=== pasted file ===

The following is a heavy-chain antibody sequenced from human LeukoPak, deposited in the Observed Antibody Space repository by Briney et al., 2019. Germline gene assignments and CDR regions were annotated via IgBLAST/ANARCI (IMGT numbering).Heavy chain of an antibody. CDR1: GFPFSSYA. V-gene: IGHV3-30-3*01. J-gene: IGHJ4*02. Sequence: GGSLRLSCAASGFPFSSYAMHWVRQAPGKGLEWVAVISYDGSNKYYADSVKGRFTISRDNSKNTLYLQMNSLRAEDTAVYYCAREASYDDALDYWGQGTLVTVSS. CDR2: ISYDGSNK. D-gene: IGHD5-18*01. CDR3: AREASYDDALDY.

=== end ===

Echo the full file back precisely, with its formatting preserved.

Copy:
The following is a heavy-chain antibody sequenced from human LeukoPak, deposited in the Observed Antibody Space repository by Briney et al., 2019. Germline gene assignments and CDR regions were annotated via IgBLAST/ANARCI (IMGT numbering).Heavy chain of an antibody. CDR1: GFPFSSYA. V-gene: IGHV3-30-3*01. J-gene: IGHJ4*02. Sequence: GGSLRLSCAASGFPFSSYAMHWVRQAPGKGLEWVAVISYDGSNKYYADSVKGRFTISRDNSKNTLYLQMNSLRAEDTAVYYCAREASYDDALDYWGQGTLVTVSS. CDR2: ISYDGSNK. D-gene: IGHD5-18*01. CDR3: AREASYDDALDY.